Politics, Business & Culture in the Americas

On SB 1070, Supreme Court Reaffirms Federal Government’s Power to Regulate Immigration



In a 5-3 decision today, the Supreme Court issued its long awaited opinion on Arizona’s controversial SB 1070 bill. The ruling, with the majority opinion written by Justice Anthony Kennedy (a nominee of former President Ronald Reagan), was a partial victory for the rights of immigrants and for the administration of President Barack Obama which had challenged the constitutionality of four key provisions in the Arizona law.

The Court ruled that federal law preempts three of the provisions being challenged and ruled them unconstitutional. First, it struck down Arizona’s attempt to require the carrying of an alien registration document (Section 3), with Kennedy writing that registration is “a field in which Congress has left no room for States to regulate.”

Another key provision of the Arizona law, Section 5(C), would have made it illegal for undocumented workers to apply for, solicit or perform work. This too was ruled illegal since “the provision upsets the balance struck by the Immigration Reform and Control Act of 1986 (IRCA) and must be preempted as an obstacle to the federal plan of regulation and control.” By invalidating this provision, the Court is essentially saying that states cannot make up their own laws that restrict the employment of undocumented workers since IRCA already sought to do that in 1986.

Finally, in a very welcome decision, the Court struck down Section 6, a provision copied by other states that allows a police officer to “without a warrant… arrest a person if the officer has probable cause to believe . . . [the person] has committed any public offense.” In invalidating this provision, Justice Kennedy wrote that it would have conflicted with the federal immigration removal system and that “it is not a crime for a removable alien to remain present in the United States.”

The decision on Section 6 will hopefully create ripple effects across the country, including states like Alabama where a Mercedes-Benz executive was arrested in November 2011 when he could only produce a German identification card. Under that state’s restrictive immigration bill, HB 56, officers can arrest anyone who does not have a valid U.S. identification.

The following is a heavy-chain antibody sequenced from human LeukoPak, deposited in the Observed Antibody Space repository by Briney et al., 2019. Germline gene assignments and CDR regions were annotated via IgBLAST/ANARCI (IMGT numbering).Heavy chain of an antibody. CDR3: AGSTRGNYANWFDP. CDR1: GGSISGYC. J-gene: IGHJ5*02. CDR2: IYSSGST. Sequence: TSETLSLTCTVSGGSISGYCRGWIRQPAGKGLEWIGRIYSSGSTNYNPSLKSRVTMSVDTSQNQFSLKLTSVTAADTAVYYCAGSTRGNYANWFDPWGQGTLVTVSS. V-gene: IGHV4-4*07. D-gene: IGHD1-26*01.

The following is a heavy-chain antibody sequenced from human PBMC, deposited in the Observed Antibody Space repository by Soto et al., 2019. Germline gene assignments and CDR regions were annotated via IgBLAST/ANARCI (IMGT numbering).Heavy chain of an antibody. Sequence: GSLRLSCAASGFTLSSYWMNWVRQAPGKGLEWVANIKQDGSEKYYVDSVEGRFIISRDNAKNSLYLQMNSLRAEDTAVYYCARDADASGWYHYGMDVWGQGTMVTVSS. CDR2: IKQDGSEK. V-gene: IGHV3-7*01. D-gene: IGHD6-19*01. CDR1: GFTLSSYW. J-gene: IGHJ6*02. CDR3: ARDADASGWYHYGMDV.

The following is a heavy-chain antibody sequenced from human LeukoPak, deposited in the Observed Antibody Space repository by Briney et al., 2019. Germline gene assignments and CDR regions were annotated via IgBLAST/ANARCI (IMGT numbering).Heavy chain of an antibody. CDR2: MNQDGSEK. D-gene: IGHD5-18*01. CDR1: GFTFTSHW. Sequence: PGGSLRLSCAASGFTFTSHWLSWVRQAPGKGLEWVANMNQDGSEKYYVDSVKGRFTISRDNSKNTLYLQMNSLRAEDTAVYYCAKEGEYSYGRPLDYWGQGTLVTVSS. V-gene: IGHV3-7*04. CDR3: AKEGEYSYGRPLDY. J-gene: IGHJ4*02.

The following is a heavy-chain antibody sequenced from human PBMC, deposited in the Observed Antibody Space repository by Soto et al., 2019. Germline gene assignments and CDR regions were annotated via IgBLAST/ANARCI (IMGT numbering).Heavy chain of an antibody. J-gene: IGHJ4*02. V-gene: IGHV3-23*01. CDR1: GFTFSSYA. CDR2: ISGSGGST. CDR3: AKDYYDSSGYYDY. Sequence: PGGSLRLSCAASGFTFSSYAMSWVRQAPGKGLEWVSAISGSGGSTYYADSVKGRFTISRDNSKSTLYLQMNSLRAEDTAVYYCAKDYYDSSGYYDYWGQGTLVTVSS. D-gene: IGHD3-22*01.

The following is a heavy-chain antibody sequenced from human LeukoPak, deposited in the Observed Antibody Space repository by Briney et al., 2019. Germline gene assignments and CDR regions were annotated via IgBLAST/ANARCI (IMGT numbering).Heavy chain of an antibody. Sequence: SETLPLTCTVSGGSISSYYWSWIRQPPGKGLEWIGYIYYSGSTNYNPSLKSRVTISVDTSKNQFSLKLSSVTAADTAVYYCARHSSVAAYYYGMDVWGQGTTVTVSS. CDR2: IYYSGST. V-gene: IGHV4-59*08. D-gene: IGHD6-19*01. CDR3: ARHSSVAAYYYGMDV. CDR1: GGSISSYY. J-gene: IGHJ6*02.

Still, the Court did uphold the provision of SB 1070 that requires officers to check the papers of anyone they stop, detain or arrest if there is “reasonable suspicion” that the person is in the country without authorization. But while it did uphold Section 2(B), the Court placed limits on its enforcement, thus narrowing the potential scope of its application. Writing for the majority, Kennedy warned that when state courts interpret this section they should not prolong any stop for the purpose of an immigration inquiry. The Court left the door open to challenging this provision in the future, but Kennedy wrote that “ if §2(B) only requires state officers to conduct a status check during the course of an authorized, lawful detention or after a detainee has been released, the provision likely would survive.” Given the kick-the-can approach taken to Section 2(B), it is likely that further challenges will arise when, and if, the very narrow guidelines set by the Court are breached.

For months, Alabama, Georgia, South Carolina and other states have anxiously awaited the Court’s decision to see how it would affect their own attempts to restrict immigration. Today’s decision gives some clear guidance.

With only three judges opposing the decision, the ruling clearly outlines the Court’s conviction that federal law must preempt state law. And in the case where there is no federal law, the ruling notes that immigration policy is a federal issue where the federal government “has broad, undoubted power over the subject of immigration.” While today’s decision will not end the wave of state-level immigration policies, it should give legislators a cause for concern when enacting laws that may flaunt the guidelines put forward by the Court.

We are a nation of immigrants with the vast majority of those immigrants in this country with the authorization to be here. State policies that encourage profiling or seek to limit the rights of many for the purpose of unlawfully clamping down on the few are fundamentally against the very foundations of our country. While it is quite troubling that the “show me your papers” provision was generally upheld, the Supreme Court today warned states against further attempts to create their own immigration policies—especially ones that trump federal law.

*Jason Marczak is a contributing blogger to AQ Online. He is senior editor of Americas Quarterly, managing editor of AQ Online and director of policy at Americas Society and Council of the Americas.

ABOUT THE AUTHOR

Jason Marczak is deputy director of the Adrienne Arsht Latin America Center at the Atlantic Council. He previously served as senior editor of Americas Quarterly and director of policy at Americas Society and Council of the Americas.

Like what you've read? Subscribe to AQ for more.
Any opinions expressed in this piece do not necessarily reflect those of Americas Quarterly or its publishers.
Sign up for our free newsletter